Constitutional Guardian: Only the person who can assure the Governor-General Sir Jerry Mateparae, that he or she commands a majority on the floor of the House of Representatives has the right to assume the office of Prime Minister. If John Key cannot give the Governor-General such an assurance then David Cunliffe must be given the opportunity to do so.
PUTTING A GOVERNMENT TOGETHER after Saturday may prove to be a more than usually difficult task. Minor – actually very minor – shifts in voter support could open up multiple configurations capable of delivering the statement which, constitutionally, the Governor-General needs to hear: that a solid, working majority exists for either John Key or David Cunliffe on the floor of the House of Representatives.
It is this, and this alone, which confers upon a political leader the right (and the ability) to govern New Zealand.
We need to be very clear about this. The right to govern is NOT about which political party wins the most votes. National could be 15 percentage points ahead of its nearest rival in the Party Vote, but if it cannot assemble a clear, working majority in the House of Representatives it will not be entitled to form a government.
Let’s make that even clearer. Let’s suppose that on Saturday night National receives 45 percent of the Party Vote, and that the combined vote of the Labour and Green parties comes to 40 percent. The remaining 15 percent is divided up between NZ First, Internet-Mana, the Maori Party, Act and United Future. Crucially, Colin Craig’s Conservative Party fails – but only just – to clear the 5 percent threshold. In these circumstances, it will be the smaller parties which determine the identity of New Zealand’s next Prime Minister.
Ideally, this process of coalition-building should not extend beyond a few days – at the most. At that point, their negotiations complete, the victorious combination of parties will announce themselves to the public. Upon hearing the news, the Governor-General, Sir Jerry Mateparae, can then pick up the phone and invite the new majority leader to Government House where, upon declaring to the Queen’s representative that he does indeed command a working majority on the floor of the House, he will be sworn in as Prime Minister.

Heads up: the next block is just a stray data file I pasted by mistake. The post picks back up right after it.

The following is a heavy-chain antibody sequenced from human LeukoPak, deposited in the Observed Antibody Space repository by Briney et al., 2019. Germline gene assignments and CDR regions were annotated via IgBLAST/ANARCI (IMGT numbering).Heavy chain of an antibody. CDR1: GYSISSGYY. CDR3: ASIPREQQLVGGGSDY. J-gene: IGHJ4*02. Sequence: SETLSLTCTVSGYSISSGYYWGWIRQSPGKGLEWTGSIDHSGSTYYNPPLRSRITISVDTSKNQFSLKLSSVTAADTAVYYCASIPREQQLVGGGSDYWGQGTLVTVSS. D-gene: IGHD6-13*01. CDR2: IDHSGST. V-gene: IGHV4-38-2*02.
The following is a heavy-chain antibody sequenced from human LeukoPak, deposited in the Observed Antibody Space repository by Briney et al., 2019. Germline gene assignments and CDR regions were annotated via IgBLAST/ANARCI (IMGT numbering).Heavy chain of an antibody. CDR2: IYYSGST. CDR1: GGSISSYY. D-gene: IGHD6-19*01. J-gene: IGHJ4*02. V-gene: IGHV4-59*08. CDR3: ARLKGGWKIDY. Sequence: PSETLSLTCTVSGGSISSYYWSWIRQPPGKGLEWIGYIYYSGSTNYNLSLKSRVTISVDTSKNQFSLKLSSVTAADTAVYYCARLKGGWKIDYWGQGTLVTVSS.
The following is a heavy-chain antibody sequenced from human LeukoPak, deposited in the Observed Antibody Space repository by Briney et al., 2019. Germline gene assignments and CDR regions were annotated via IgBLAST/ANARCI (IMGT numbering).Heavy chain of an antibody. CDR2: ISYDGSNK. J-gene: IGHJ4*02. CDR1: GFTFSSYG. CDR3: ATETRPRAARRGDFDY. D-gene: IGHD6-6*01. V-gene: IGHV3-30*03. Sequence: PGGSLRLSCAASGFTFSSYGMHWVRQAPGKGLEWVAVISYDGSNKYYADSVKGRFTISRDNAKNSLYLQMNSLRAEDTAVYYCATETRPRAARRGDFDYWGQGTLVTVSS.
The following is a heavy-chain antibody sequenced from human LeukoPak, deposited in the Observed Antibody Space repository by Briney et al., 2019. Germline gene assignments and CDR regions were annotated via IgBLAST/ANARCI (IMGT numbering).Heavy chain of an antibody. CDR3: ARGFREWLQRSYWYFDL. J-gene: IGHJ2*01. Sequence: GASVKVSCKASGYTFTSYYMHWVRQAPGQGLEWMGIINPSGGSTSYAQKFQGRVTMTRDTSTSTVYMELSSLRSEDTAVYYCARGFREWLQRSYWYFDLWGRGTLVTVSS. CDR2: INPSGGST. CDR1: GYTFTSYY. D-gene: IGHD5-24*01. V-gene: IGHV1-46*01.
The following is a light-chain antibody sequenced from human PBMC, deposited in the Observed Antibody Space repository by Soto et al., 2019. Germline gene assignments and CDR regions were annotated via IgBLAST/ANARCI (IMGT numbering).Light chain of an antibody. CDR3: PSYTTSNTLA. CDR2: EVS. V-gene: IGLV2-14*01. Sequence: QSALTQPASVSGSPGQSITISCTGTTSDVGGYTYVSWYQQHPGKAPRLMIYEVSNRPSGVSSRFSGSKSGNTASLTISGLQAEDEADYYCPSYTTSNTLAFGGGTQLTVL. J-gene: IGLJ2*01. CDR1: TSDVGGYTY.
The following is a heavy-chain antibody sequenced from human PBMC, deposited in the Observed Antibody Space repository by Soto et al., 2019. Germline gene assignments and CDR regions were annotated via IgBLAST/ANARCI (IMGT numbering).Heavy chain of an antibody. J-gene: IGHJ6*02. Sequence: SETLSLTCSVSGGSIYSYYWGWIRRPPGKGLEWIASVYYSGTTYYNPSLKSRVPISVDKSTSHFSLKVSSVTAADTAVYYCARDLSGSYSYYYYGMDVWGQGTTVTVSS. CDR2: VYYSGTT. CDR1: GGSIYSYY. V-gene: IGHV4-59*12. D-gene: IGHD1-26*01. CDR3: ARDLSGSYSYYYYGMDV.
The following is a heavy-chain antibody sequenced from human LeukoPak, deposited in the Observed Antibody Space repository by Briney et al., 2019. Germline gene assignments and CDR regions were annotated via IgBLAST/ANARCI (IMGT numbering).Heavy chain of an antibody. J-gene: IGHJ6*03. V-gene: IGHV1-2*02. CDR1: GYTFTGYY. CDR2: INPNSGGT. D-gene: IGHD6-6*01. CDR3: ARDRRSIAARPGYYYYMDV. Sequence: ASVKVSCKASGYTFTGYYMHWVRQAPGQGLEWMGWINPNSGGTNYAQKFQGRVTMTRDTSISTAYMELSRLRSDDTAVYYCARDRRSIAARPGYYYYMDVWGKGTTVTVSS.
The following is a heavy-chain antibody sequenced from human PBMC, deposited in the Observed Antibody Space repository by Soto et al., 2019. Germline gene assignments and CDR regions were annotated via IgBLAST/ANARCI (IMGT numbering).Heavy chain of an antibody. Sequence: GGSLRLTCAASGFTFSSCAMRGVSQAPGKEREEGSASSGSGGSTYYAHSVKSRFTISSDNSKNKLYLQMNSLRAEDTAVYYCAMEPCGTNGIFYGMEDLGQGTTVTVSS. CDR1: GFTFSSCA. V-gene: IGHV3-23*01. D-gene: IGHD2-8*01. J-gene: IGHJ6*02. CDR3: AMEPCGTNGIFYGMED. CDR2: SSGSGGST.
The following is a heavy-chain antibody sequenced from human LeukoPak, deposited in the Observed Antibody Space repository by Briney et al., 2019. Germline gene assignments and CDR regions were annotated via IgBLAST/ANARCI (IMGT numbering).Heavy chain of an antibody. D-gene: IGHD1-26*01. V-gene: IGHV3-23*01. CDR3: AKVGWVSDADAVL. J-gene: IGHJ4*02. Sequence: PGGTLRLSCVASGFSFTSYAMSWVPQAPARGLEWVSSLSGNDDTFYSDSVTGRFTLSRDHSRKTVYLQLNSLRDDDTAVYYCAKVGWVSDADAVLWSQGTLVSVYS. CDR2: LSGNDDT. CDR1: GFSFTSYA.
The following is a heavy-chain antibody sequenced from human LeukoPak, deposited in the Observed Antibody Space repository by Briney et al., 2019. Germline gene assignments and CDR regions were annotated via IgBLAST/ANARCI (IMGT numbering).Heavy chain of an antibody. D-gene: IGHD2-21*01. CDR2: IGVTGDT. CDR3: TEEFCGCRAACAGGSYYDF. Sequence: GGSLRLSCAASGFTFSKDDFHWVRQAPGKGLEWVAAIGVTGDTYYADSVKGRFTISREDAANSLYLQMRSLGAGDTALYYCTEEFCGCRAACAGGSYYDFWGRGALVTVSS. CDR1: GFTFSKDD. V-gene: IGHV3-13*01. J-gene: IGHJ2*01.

But what happens if the period of negotiation is extended? What if the outcome of the 2014 General Election hinges on the choice of just one minor party – NZ First, for example?
This question was put to the Prime Minister over the weekend and John Key’s response was – not to put too fine a point upon it – just a little bit worrying.
The Prime Minister clearly believes that, following the counting of Saturday’s ballots, his own party, National, will end up controlling the largest number of seats. He is also clearly of the view that any “Kingmaker” must give him the first opportunity to negotiate the formation of a new government.
All well and good – although, constitutionally speaking, the party with the largest number of votes does NOT have first dibs on coalition discussions. That’s just the way it has played out in New Zealand since the first MMP election back in 1996. Even so, the NZ First leader, Winston Peters, has signalled his intention to talk to the largest party “in the first instance”.
But this is where things could get a little hairy. Mr Key told TV3’s The Nation on Saturday morning that if he felt that Mr Peters was mucking him around, he’d advise the Governor-general to summon the new Parliament. He also signalled his intention to continue governing as a sort of pro tempore Prime Minister until defeated by a motion of No-Confidence – at which point he would advise the Governor-General to dissolve the House and call a new General Election. Faced with the prospect of being punished by the voters for forcing them into an unnecessary and unwanted snap election, Mr Key clearly believes that Mr Peters would blink first and get in behind a National-led Government.
Such an outcome would, however, constitute a clear breach of New Zealand’s constitutional conventions and come very close to being a coup d’état. If Mr Key cannot negotiate an agreement with Mr Peters, then the proper course for the Governor-General is to invite the Leader of the Opposition, Mr Cunliffe, to have a go at assembling the requisite majority in the House of Representatives.
Only in the event of both Mr Key and Mr Cunliffe being unable to assemble a majority would the Governor-General be entitled to convene the House and test its members’ willingness to do so. Should that prove unattainable, then – and only then – would the Governor-General be obliged to dissolve the Parliament and ask us – the voters – to elect a new one.
Mr Key’s reference to the Canadian constitutional crisis of 2008 is deeply worrying. The Canadian PM’s claim to possess a “moral mandate” to continue governing without a parliamentary majority was accepted only because the Canadian Governor-General unconstitutionally allowed herself to be guided by a Prime Minister whose right to govern she refused to put to the test.
We must hope that Sir Jerry is made of sterner stuff.
This essay was originally published in The Press of Tuesday, 16 September 2014.